This weekend on my 6.5 hour drives to and from my parents’ farm in North Dakota, I saw several trucks transporting pigs to–I assume–slaughter. Every time I saw them, I’d look at them all crammed in there and wondered when they last had anything to eat or drink. I thought about how hot they must be in the 85 degree weather packed so closely together. I wondered how many of them would die on the way to their imminent slaughter. It broke my heart passing those trucks.
Technically, truck drivers are supposed to unload, feed and water the animals every 28 hours. They are to have 5 hours of rest. The thing is, that law isn’t always followed, so animals go days without food, water, rest, or any kind of comfort. Compassion Over Killing did an investigation a few years ago and spoke with truck drivers who admitted to falsifying their documents—saying they unloaded the animals when they never did. I had read that prior to this trip, and couldn’t get it out of my mind as I saw each truckload of doomed pigs.
Animals die all the time during transport because of a failure to provide food, water, and rest. According to a 2006 press release issued by the HSUS:
“…none of the pigs were offloaded after their cross-country truck journey. Instead, the animals, who arrived in Texas on June 26 and 27, were left in cramped confinement inside trucks until June 29, up to an additional 48 to 72 hours, suffering temperatures in excess of 95 degrees. As a result, approximately 150 animals perished.”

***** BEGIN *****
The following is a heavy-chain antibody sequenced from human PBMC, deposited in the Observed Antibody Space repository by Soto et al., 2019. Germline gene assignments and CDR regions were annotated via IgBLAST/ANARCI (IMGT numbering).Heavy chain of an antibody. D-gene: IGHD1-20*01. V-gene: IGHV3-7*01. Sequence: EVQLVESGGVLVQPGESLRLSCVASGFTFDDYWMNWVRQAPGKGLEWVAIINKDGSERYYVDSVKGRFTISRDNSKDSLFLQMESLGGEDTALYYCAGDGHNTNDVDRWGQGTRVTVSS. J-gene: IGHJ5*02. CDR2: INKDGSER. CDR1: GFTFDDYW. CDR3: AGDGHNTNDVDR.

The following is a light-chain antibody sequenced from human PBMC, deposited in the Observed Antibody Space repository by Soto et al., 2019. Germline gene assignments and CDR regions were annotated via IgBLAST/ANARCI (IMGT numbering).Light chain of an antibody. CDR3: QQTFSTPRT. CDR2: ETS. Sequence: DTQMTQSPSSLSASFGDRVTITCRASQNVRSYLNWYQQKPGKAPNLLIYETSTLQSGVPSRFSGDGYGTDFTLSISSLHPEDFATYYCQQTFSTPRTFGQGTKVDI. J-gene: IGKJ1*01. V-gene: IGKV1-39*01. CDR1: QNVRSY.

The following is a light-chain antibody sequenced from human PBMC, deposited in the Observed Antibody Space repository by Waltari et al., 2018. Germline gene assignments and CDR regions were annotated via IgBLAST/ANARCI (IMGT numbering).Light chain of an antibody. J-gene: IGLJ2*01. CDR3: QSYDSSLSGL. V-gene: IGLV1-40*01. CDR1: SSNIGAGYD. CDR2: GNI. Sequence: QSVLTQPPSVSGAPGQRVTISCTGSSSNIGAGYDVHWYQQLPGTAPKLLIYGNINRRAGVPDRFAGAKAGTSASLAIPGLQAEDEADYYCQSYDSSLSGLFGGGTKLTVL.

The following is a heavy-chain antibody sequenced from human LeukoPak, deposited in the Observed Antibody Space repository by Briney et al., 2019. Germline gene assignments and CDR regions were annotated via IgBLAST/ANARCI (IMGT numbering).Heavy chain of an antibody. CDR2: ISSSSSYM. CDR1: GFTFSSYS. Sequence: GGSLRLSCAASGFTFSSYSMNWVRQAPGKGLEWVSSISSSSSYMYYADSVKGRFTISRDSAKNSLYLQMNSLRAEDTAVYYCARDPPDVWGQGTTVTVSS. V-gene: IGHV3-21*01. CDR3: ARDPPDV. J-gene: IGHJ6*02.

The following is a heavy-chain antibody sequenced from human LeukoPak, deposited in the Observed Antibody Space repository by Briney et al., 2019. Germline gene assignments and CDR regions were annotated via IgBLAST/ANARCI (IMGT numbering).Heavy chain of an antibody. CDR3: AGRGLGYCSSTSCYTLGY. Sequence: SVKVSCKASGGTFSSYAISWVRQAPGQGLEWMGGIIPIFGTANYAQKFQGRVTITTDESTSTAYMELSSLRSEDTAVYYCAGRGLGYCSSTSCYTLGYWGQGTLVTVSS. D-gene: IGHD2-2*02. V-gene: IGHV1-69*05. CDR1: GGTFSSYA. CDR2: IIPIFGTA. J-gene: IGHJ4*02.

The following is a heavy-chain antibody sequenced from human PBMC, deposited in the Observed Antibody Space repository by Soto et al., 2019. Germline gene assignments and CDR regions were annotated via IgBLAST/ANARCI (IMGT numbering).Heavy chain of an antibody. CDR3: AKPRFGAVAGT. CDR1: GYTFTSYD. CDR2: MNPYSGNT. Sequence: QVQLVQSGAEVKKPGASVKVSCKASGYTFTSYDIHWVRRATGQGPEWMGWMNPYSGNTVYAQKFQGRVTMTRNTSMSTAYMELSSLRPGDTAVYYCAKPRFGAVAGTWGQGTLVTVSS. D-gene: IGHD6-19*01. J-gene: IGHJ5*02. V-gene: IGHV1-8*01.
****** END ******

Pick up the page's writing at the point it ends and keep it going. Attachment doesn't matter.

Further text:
Imagine spending DAYS trapped in a truck with very little room to move in 95 degree weather with no food and no water. It is amazing, really, that only 150 of the animals died when you think about it. I don’t think I’d survive in those circumstances!
The other thing that occurs to me is that I used to eat these animals – these sick, starved, dehydrated animals. The idea now of putting the diseased flesh of an animal that knew no kindness in his or her life really does not appeal to me. The only comfort I had (and it wasn’t much) when I saw those pigs sticking their snouts out of those trucks was that I know I no longer contribute to their suffering. I wanted to be able to tell them that, to tell them that not all humans are like the ones who forced them onto those trucks, and who will eventually kill them for their flesh. While I obviously couldn’t communicate that to them, it was good to know that I have at least removed myself from that suffering. I know it doesn’t make a difference to the pigs that I saw this weekend, but hopefully as more and more people go veg*n, fewer and fewer of their offspring will have to endure the same fate.